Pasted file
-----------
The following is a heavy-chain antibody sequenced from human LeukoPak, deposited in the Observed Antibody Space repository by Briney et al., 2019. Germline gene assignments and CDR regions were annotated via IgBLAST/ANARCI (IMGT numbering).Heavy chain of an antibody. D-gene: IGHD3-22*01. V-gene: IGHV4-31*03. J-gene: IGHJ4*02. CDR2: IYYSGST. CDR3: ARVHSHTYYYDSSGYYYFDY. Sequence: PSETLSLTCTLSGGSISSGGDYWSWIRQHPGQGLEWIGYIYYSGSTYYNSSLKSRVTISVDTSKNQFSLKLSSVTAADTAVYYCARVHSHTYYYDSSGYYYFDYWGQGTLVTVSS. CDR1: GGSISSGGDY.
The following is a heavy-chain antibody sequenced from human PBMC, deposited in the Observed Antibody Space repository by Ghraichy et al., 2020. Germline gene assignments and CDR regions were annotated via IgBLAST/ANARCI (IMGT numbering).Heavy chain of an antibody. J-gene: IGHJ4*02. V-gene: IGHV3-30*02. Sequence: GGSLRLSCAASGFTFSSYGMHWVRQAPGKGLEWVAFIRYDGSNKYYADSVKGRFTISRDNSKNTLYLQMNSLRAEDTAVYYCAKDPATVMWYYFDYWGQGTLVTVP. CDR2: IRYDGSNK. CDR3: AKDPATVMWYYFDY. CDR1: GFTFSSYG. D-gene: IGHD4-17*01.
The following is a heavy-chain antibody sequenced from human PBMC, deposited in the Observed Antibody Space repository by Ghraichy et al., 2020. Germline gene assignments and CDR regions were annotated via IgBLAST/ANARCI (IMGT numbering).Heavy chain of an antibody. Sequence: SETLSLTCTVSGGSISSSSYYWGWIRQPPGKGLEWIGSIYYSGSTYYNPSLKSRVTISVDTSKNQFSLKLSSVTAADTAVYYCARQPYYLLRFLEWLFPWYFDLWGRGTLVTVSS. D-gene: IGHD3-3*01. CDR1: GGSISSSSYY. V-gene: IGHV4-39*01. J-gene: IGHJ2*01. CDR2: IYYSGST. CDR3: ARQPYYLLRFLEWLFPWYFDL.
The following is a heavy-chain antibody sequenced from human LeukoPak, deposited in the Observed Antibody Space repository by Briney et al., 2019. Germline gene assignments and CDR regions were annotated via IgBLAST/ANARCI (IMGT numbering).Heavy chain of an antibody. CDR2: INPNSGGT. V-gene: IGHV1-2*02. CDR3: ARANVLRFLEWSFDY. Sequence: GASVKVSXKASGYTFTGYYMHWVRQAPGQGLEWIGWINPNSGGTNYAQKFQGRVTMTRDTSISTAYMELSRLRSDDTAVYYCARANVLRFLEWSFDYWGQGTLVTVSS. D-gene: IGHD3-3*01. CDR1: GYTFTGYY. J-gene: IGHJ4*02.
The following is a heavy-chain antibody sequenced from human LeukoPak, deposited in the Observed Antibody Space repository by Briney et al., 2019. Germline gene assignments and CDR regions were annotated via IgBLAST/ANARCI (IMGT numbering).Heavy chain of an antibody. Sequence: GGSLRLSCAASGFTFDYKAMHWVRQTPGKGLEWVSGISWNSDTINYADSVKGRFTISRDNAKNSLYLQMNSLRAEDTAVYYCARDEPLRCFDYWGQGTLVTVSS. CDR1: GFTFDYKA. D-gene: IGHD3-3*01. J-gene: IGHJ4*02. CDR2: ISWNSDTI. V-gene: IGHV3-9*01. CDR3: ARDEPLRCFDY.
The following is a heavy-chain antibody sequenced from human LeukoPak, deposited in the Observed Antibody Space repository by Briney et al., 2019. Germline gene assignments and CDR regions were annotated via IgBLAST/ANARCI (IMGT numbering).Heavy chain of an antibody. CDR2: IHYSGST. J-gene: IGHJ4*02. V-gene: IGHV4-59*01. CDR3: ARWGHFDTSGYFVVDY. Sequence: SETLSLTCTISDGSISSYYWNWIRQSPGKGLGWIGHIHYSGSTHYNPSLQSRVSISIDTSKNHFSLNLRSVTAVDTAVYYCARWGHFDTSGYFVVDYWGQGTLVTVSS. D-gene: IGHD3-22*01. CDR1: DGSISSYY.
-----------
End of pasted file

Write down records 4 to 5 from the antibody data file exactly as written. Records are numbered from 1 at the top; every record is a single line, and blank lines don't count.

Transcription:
The following is a heavy-chain antibody sequenced from human LeukoPak, deposited in the Observed Antibody Space repository by Briney et al., 2019. Germline gene assignments and CDR regions were annotated via IgBLAST/ANARCI (IMGT numbering).Heavy chain of an antibody. CDR2: INPNSGGT. V-gene: IGHV1-2*02. CDR3: ARANVLRFLEWSFDY. Sequence: GASVKVSXKASGYTFTGYYMHWVRQAPGQGLEWIGWINPNSGGTNYAQKFQGRVTMTRDTSISTAYMELSRLRSDDTAVYYCARANVLRFLEWSFDYWGQGTLVTVSS. D-gene: IGHD3-3*01. CDR1: GYTFTGYY. J-gene: IGHJ4*02.
The following is a heavy-chain antibody sequenced from human LeukoPak, deposited in the Observed Antibody Space repository by Briney et al., 2019. Germline gene assignments and CDR regions were annotated via IgBLAST/ANARCI (IMGT numbering).Heavy chain of an antibody. Sequence: GGSLRLSCAASGFTFDYKAMHWVRQTPGKGLEWVSGISWNSDTINYADSVKGRFTISRDNAKNSLYLQMNSLRAEDTAVYYCARDEPLRCFDYWGQGTLVTVSS. CDR1: GFTFDYKA. D-gene: IGHD3-3*01. J-gene: IGHJ4*02. CDR2: ISWNSDTI. V-gene: IGHV3-9*01. CDR3: ARDEPLRCFDY.